New York Giants Should Franchise Jason Pierre-Paul

The New York Giants should be willing to keep defensive end Jason Pierre-Paul, but only by using the franchise tag this time around.

Defensive end Jason Pierre-Paul and the New York Giants are alike in that neither entity owes the other anything of note this winter. Pierre-Paul should want to make as much money as possible during the current NFL offseason, but the Giants aren’t obligated to match the player’s wishes. Pierre-Paul is not a club icon as is Eli Manning. His number wouldn’t be retired if he hung his cleats up for good before the end of February.

The harsh truth of the matter is that the Giants can’t rely on Pierre-Paul being a dependable and productive lineup mainstay past 2017. His last stellar season occurred all the way back in 2014 before he suffered a life-changing injury to his right hand following an accident involving fireworks. Since that time, Pierre-Paul has accumulated a total of eight sacks in 20 games.

Everyone would do well to forget what Pierre-Paul was earlier in his career. That player is now gone, lost to highlight reels, memories and conversations about what may have been had he made different life choices two summers ago. Pierre-Paul is still a solid contributor worthy of starting on any defensive line, but the 28-year-old realistically may no longer be in his physical prime.

Logic suggests the Giants need to keep Pierre-Paul on the roster if the team is to contend for a Super Bowl next season. Top-tier pass-rushers—even those lacking all 10 digits on their hands—don’t grow on trees, after all. And any player who can hassle offensive lines and disrupt, let alone sack, quarterbacks is well worth the money.

Unless he experiences a change of heart, Pierre-Paul won’t be giving the Giants any hometown discount or the ability to retain him via a one-year contract when March arrives. He shouldn’t do so,as this may be his final opportunity to earn a massive contract as an NFL player, depending on all that occurs over the next 12 months. The Giants, meanwhile, can’t and shouldn’t count on Pierre-Paul being one of the best defensive ends in the NFL for any lengthy amount of time, and that is why the club should use the franchise tag to retain him for another season.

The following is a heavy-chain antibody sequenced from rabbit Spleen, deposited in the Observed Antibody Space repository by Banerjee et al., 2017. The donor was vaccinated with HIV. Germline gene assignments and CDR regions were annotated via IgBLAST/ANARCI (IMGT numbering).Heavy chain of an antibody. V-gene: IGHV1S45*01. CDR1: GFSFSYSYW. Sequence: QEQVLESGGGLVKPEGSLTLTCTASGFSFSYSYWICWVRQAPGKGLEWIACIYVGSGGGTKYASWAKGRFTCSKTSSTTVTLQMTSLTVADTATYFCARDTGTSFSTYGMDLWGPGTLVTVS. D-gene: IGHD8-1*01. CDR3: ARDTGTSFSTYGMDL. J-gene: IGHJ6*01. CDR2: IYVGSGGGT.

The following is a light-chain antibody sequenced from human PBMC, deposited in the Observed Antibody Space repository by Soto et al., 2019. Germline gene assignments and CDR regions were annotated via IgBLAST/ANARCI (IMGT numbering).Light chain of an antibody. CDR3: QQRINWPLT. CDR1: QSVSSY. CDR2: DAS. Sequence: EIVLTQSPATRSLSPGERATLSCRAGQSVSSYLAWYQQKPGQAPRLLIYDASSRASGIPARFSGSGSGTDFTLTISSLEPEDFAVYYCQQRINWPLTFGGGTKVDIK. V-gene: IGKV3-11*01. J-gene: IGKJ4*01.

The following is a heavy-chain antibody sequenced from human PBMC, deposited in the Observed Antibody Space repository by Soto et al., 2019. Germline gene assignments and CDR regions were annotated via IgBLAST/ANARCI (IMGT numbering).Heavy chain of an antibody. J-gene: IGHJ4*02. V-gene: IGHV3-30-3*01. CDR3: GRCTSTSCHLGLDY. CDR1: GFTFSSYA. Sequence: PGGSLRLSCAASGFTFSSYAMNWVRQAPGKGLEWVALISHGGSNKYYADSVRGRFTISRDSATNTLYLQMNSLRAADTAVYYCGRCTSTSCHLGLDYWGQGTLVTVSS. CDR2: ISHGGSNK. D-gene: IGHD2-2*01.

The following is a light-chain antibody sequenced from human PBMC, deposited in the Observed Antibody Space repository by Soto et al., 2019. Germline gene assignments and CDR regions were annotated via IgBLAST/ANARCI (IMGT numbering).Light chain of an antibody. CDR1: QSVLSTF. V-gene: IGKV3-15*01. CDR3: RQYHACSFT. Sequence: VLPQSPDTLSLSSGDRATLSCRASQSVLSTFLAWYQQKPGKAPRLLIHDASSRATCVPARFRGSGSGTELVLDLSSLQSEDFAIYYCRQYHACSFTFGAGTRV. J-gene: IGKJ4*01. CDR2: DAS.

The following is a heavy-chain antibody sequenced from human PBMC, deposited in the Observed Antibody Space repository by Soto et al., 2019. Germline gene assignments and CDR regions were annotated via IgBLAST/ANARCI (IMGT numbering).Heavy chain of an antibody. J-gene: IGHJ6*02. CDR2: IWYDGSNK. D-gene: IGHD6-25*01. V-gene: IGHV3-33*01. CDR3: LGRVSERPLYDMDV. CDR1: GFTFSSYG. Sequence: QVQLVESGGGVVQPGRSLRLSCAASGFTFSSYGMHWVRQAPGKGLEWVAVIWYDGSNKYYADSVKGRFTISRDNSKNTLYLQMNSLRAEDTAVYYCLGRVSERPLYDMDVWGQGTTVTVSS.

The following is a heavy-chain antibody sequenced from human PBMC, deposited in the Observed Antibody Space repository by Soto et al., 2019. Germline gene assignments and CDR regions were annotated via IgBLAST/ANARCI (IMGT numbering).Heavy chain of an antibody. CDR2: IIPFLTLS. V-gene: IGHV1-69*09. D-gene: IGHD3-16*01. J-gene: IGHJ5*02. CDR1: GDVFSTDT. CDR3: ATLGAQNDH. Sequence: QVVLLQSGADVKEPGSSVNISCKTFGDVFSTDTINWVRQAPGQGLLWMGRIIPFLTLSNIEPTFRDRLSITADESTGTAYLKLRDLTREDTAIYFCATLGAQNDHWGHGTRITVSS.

According to ESPN’s Jordan Raanan, Pierre-Paul would make “about $17 million” if the Giants used the tag on Pierre-Paul this year. While he wouldn’t be guaranteed anything past that value, that kind of money is nevertheless nothing to sneeze at for a player who nearly ended his own career a couple of years ago. Per Spotrac, Pierre-Paul has already made over $34 million from NFL contracts, and he’s also the owner of a Super Bowl ring.

Pierre-Paul will likely be upset upon learning the Giants once again tagged him. By doing so, those running the club will unofficially be announcing they don’t believe he is worth a long-term investment. He’ll have to get over it quickly, however, as he’ll find himself playing for a new contract for the third consecutive season this coming September.

JPP has always been an inconsistent up-and-down player while with the Giants. He had a career-high 16.5 sacks during the 2011 campaign, but he failed to post double-digit sacks again until 2014. He was a shell of his former self after returning from his hand injury in November 2015, and his season ended early last December because of a sports hernia.

Some team out there would happily pay Pierre-Paul the millions upon millions of dollars he wants this spring, but the Giants shouldn’t think past 2017 when using the franchise tag. The Giants are arguably the most “win now” team in the NFL at the moment, a club that came within a few wins of playing in the Super Bowl and one with a franchise quarterback in the twilight of his career.

One of two things will happen after the Giants tag the physically gifted defensive end: Pierre-Paul will either have his best season in three years, or he will play himself off the Giants due to failing to truly earn $17 million during games. As much as it may upset Pierre-Paul to once again fail to land a desired contract from the Giants, the tag should incentivize him to silence all doubters and earn a future payday.

Pierre-Paul has earned nothing more than a one-year deal, and the Giants need to remember that before even considering negotiating with him before the start of the NFL year.

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